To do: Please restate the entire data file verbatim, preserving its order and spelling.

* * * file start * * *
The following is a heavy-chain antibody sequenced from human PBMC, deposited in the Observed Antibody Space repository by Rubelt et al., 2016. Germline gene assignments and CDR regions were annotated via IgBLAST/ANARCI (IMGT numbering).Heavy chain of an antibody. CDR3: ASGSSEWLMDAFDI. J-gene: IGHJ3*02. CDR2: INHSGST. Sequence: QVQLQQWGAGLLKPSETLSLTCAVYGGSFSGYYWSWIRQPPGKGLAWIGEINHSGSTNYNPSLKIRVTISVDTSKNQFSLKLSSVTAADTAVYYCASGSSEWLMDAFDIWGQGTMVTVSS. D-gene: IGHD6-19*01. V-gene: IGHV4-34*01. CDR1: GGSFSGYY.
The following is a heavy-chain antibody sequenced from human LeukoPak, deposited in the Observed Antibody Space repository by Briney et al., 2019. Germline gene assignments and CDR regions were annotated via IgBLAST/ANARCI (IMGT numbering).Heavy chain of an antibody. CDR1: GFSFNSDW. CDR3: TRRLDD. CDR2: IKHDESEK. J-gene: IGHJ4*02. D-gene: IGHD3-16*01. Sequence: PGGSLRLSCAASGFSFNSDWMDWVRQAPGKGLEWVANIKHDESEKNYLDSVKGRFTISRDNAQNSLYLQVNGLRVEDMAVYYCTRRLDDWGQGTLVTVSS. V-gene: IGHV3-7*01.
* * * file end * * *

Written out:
The following is a heavy-chain antibody sequenced from human PBMC, deposited in the Observed Antibody Space repository by Rubelt et al., 2016. Germline gene assignments and CDR regions were annotated via IgBLAST/ANARCI (IMGT numbering).Heavy chain of an antibody. CDR3: ASGSSEWLMDAFDI. J-gene: IGHJ3*02. CDR2: INHSGST. Sequence: QVQLQQWGAGLLKPSETLSLTCAVYGGSFSGYYWSWIRQPPGKGLAWIGEINHSGSTNYNPSLKIRVTISVDTSKNQFSLKLSSVTAADTAVYYCASGSSEWLMDAFDIWGQGTMVTVSS. D-gene: IGHD6-19*01. V-gene: IGHV4-34*01. CDR1: GGSFSGYY.
The following is a heavy-chain antibody sequenced from human LeukoPak, deposited in the Observed Antibody Space repository by Briney et al., 2019. Germline gene assignments and CDR regions were annotated via IgBLAST/ANARCI (IMGT numbering).Heavy chain of an antibody. CDR1: GFSFNSDW. CDR3: TRRLDD. CDR2: IKHDESEK. J-gene: IGHJ4*02. D-gene: IGHD3-16*01. Sequence: PGGSLRLSCAASGFSFNSDWMDWVRQAPGKGLEWVANIKHDESEKNYLDSVKGRFTISRDNAQNSLYLQVNGLRVEDMAVYYCTRRLDDWGQGTLVTVSS. V-gene: IGHV3-7*01.